|Coastal View from HWY 465|
If you are hungry there’s a large restaurant area about 1KM before the ferry with several establishments to choose from. As we needed to catch the ferry we went straight to the terminal to purchase our tickets. Inside the terminal there’s a variety of omiyage (souvenirs & snacks) and beverages to choose from.
|Bike Parking Area on Ferry|
We were able to quickly board the ferry and the attendants expertly secured our bikes so that we could go to the upper deck. We found plenty of comfortable seating, a variety of vending machines, and a small snack bar that sells, well, snacks, and simple foods like cup noodles etc. Best of all, they offer frosty cool draft beer.
The crossing to Yokosuka takes about 40 minutes. From the ferry terminal we biked about ten minutes to the nearest train station, JR Kurihama which is directly opposite the Keikyu Kurihama station. We then folded our bikes and hopped the train back home.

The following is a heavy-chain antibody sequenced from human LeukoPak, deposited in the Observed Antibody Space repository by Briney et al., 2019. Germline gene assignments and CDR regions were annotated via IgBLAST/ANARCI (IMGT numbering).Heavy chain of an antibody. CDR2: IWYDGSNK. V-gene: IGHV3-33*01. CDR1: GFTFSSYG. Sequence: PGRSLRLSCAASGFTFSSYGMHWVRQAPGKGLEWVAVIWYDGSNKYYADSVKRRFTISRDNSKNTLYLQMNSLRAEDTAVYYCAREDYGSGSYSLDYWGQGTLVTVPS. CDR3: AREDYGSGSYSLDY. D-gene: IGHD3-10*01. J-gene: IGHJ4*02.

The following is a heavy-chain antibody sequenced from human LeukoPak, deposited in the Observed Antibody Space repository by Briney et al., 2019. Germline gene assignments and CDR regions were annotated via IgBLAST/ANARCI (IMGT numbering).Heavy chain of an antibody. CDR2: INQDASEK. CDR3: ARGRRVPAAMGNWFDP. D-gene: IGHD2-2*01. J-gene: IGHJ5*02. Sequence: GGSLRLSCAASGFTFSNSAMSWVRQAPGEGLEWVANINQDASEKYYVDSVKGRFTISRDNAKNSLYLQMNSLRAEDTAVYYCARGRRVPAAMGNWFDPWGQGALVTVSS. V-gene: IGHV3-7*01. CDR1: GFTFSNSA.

The total cycling distance from Chiba Station to the Hamkanaya Ferry Terminal is about 60KM.
|Tartaruga Folding Bike|
Some owners of Tartaruga Folding Bikes (see review) have organized a event in Yokohama called 'A
life with camera and Tartargua' that will be taking place on September 22nd 2013 in Yokohama.
The event was first held in 2008.
Here's a link to the Japanese info site: http://tartarugayokohama.seesaa.net/
Tartaruga makes several different models of bikes. So if you are interested in a seeing a variety of different bikes and talking to the owners about their experiences, this would be an ideal opportunity.
September 22nd is a car-free day in Yokohama so the cycling, regardless of what your ride is, should be great.
Don't forget to bring your camera!